Wednesday, March 31, 2010

The end of passion

I'm supposed to be doing my US tax return right now, but I got distracted (what a surprise) and read this post from March 2009 by James Shore. At the end of the post James says two things that resonated strongly with me:

"If the point is to Be Agile, there's no need for Agile to actually work."


"Starting now, I'm reorienting my business to focus on people who want to be great."

Last night I said goodbye to me colleagues at Cogent Consulting, and one of the things that I meant to say but forgot was that for me interesting agile consulting work in Melbourne is now rare. I would have struggled to say why until I read James' post - I think it's that once-upon-a-time my consulting work was mostly with people who really wanted to be great, regardless of their current performance. It might not have been everyone in an organisation, but in each organisation it was enough people that greatness was the dominant theme. At some point those gigs dwindled - on the new gigs some people may have wanted to be great, but the team/division/company as a whole wasn't really interested. They pay lip-service to greatness, but it's the "we want to be great so long as we don't need to change too much of what we do" variety. My drive is to help people be great, and as that work has withered so has my passion. I may be willing to do work I'm passionate about for peanuts, but I think there's a thread in my mind which says if you can't give me work I'm passionate about then show me the money (and I think that makes me, well, human).

Now my soon-to-be-colleagues in Goldman Sachs may read this and shake their heads, so I need to be clear. I've always felt that enough of the people at GS wanted to be great to make working there worthwhile. It would be naive to think that it's everyone, everyday, but in my experience it's definitely enough. So I hope to have the pleasure of having my passion rekindle there as well.

I think this reinforces Cogent's recent decision on medium-term focus as well. The future of Cogent Consulting isn't to help other people with their agile transitions. The future is to blend Cogent's passion for software development with the needs of people who are passionate about their own domain, outside of software development. The result will be delivering excellent solutions that change people's lives - sometimes because no one else could do it economically, sometimes because no one else could build the partnerships that Cogent could build, and sometimes because no one else could do it at all.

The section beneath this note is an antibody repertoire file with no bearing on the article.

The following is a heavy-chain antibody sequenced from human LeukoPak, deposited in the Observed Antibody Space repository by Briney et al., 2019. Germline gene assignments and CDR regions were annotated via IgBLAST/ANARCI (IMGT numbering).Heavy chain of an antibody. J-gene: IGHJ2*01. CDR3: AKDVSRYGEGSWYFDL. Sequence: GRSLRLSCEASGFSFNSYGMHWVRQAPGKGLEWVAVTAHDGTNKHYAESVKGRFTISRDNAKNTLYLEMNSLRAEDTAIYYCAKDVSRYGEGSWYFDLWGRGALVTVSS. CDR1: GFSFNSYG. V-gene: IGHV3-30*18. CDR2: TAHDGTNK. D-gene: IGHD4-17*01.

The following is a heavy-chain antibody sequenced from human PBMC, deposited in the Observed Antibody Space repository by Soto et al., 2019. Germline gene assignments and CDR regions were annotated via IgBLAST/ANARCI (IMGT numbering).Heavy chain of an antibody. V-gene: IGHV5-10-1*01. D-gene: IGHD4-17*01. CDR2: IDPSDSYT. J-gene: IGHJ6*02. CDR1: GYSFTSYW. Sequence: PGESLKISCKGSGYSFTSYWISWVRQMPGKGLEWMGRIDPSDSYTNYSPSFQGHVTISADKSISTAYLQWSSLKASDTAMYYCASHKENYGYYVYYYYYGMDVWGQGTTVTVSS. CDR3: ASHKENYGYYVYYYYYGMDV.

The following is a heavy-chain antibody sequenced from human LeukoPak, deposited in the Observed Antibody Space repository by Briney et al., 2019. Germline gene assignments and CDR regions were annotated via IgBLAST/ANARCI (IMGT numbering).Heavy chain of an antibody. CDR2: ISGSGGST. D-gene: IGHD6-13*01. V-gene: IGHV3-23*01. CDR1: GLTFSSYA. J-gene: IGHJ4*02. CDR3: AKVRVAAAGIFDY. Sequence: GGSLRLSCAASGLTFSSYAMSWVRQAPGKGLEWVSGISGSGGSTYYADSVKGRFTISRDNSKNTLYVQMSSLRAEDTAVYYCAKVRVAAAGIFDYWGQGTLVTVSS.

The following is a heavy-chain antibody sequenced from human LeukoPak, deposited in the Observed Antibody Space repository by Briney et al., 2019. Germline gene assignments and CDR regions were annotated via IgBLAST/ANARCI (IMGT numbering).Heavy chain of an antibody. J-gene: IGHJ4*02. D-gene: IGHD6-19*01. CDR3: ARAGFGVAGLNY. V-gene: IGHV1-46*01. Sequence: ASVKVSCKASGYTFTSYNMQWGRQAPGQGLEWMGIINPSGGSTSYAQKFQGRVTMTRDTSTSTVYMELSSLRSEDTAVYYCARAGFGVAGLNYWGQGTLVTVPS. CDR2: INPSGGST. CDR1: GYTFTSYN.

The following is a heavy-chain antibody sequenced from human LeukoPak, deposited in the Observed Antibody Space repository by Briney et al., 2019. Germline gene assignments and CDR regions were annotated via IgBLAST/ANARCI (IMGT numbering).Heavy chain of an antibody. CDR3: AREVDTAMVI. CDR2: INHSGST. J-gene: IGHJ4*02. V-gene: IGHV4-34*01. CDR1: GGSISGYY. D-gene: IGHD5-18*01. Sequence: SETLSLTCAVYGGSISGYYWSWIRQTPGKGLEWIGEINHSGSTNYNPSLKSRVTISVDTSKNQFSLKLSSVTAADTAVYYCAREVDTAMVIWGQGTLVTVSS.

Helping people transition to agile development - 10 years

Forming my own consulting company - 2.5 years

Finding outlets for my passion - a lifetime

Wednesday, March 24, 2010

Who Am I?

** Updated 26/3/2010 **

If you read this blog regularly then you will know that I'm about to embark on a career change. Part of this will be moving from a relatively safe environment where I have a reputation (Melbourne) to a challenging environment where I'm a relative unknown (London). When I meet new people in London (professionally) I'd like to have something I can point people to that gives them some background and helps to set their expectations. I'm personally expecting to be meeting quite a few new people, and I hope that this can accelerate the familiarisation step a bit.

First, I'm incredibly introverted. I've learned to be vocal in some situations, but sometimes that confuses things because people don't notice just how introverted I really am. How does that manifest?

  • I'm pretty quiet in meetings

    Particularly if I don't know all the participants I tend to listen more than I speak. That doesn't mean that I'm not thinking about the matter, or that I'm not interested, it just means that I'm not talking :-)

  • I think slowly

    Sometimes experience gives me intuitive leaps, but I'm often the person who comes back the next day and says "that thing we talked about yesterday isn't going to work, and here's why". Even when my intuition gives me the right answer quickly it can still take me a while to come up with an explanation. When this happens it's not that I'm being uncooperative and trying to work outside the meeting/collaboration, it just means it look me a while to get to where I was going

  • I understand pairing gives better development results, but it doesn't come naturally to me

  • I'm unlikely to join you at the pub for a beer

    It doesn't mean I don't like you, but it's not an environment that suits me.

  • I'm not into public celebrations

    This can get me into trouble, especially when I'm meant to be "leading". It's not that I'm opposed to celebration, it's that it's not something that I volunteer for. If you happen to suggest my team needs one I'm likely to agree and ask you to arrange it!

  • I don't deal well with conflict, particularly if it happens quickly

  • I'm pretty analytical, but emotions can be a bit tricky for me. I need to gear myself up for situations where there might be conflict, and if one springs upon me unexpectedly I'll usually disengage. It's nothing clinical (empathising comes fairly easily to me), but it is something I've learned about myself.